FIA president Jean Todt has endorsed Craig Pollock’s plans to bring new engine supplier PURE into F1 in 2013.
Todt said: “We welcome PURE to Formula One.
“The rule changes for 2013 have been developed to provide lower cost, greener and more fuel efficient technologies for Formula One. We wish PURE every success in developing powertrains compliant with the new F.I.A. regulations.”
Former BAR team principal Craig Pollock is behind the plans for PURE, which stands for Propulsion Universelle et Recuperation d?óÔé¼ÔäóEnergie.
PURE is the first new engine supplier to announce it will build engines conforming to the 2013 rules, which require teams to produce 1.6-litre, four-cylinder engines.
The Swiss-based PURE claim F1 will be the “ultimate proving ground” for new engine technology.
A statement released today said: “The new regulations present an ideal opportunity for PURE to capitalise on Formula One?óÔé¼Ôäós status as a proving ground for new technology and demonstrate its expertise in high performance eco-friendly powertrains.”
Pollock said: “The vision for PURE is to be a leader in the development of the next generation powertrain technology which must respond to the demands for a cleaner environment.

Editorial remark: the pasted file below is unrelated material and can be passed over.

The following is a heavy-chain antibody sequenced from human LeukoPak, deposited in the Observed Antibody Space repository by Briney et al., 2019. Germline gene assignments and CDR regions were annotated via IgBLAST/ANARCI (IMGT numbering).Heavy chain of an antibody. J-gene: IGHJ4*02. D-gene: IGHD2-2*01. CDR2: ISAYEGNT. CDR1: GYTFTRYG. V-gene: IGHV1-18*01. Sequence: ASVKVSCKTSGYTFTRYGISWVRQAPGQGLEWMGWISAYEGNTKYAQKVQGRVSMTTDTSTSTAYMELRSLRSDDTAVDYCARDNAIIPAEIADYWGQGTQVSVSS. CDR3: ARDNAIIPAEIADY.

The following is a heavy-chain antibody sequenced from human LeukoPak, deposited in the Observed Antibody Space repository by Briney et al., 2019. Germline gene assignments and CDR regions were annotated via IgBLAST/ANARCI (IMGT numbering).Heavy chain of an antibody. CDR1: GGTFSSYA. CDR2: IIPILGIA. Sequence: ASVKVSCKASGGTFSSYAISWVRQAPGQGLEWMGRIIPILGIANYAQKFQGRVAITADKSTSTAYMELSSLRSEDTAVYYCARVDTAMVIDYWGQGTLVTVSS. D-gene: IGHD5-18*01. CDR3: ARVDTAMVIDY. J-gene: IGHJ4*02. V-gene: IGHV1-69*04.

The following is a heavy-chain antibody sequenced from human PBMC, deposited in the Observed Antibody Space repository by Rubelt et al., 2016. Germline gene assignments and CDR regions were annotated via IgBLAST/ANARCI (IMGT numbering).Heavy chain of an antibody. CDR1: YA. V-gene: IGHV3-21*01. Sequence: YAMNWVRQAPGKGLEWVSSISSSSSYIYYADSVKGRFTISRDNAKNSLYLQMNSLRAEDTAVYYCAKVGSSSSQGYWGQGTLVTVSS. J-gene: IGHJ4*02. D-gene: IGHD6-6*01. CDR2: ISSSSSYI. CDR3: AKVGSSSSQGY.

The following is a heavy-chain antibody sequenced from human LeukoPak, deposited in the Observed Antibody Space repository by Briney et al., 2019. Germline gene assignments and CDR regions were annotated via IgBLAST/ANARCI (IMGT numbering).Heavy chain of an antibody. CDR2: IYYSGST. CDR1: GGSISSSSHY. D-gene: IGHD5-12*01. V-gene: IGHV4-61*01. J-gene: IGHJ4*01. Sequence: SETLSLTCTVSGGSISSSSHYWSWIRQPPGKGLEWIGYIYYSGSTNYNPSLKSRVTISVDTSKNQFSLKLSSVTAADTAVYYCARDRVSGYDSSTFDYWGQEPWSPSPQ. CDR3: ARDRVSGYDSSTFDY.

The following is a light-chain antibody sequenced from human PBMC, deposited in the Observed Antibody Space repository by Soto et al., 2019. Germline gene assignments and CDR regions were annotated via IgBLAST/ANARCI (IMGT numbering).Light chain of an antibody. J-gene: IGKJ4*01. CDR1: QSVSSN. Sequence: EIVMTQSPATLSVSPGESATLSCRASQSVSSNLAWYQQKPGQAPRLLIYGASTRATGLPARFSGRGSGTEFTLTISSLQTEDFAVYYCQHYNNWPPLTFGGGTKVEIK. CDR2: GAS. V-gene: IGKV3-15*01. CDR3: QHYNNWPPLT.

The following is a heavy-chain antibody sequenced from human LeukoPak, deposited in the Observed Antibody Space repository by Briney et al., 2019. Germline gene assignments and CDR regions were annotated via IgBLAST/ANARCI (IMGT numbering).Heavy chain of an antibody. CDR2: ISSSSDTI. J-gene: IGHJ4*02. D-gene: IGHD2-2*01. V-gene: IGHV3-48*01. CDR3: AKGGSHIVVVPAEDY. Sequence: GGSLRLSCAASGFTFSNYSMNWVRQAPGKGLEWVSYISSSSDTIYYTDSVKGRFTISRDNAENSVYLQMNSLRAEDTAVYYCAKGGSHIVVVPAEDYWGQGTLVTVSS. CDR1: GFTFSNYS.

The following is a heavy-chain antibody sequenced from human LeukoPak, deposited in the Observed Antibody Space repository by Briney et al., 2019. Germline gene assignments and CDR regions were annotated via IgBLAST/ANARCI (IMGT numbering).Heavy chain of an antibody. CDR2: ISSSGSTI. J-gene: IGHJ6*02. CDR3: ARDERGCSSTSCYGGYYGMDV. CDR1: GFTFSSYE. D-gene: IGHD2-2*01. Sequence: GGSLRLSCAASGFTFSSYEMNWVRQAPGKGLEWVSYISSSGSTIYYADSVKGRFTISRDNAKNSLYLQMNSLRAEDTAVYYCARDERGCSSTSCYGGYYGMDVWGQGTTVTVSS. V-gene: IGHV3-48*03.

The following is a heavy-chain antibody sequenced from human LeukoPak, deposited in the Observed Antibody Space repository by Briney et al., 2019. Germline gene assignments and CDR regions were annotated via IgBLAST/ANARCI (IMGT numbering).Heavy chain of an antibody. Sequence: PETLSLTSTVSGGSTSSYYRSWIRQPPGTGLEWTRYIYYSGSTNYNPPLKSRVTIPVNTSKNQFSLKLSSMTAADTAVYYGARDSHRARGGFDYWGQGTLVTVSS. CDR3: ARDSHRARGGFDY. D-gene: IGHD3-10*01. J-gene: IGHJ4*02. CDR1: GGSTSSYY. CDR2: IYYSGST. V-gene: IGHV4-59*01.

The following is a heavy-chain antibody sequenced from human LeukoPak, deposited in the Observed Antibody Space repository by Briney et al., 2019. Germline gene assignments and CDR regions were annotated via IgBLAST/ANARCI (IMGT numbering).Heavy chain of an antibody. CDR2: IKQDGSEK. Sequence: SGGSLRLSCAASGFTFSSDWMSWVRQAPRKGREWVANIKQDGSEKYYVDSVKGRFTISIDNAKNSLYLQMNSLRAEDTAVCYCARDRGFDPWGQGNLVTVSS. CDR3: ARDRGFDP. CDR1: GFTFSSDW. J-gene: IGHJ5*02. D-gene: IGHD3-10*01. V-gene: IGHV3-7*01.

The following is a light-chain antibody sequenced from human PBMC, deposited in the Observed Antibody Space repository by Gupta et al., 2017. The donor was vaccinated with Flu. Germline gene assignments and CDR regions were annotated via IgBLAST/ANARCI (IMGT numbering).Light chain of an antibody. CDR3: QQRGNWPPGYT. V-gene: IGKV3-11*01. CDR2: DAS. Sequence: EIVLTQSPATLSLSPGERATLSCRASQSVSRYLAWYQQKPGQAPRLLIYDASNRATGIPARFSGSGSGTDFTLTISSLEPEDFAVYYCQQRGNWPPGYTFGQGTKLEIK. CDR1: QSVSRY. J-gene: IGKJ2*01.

“The 2013 Formula One powertrain regulation changes offer PURE an immediate platform to field test and validate future technologies for implementation in other industries. We have assembled an expert team, the finest technology partners and have received positive encouragement from the F.I.A.”
Several former Renault employees are involved in the project.
Christian Contzen was managing director of Renault Sport during their championship-winning years with Williams and, later, Benetton.
Jean-Pierre Boudy, who works as a senior design engineer for PURE’s technology partner TEOS Powertrain Engineering, worked on Renault’s first F1 turbo engine which made its debut in 1977.
He later ran their research and development department, before joining Jean Todt at Peugeot to develop the V10 engine which powered Peugeot’s Le Mans 24 Hours-winning cars in 1992 and 1993.
More on the change in engine rules for 2013: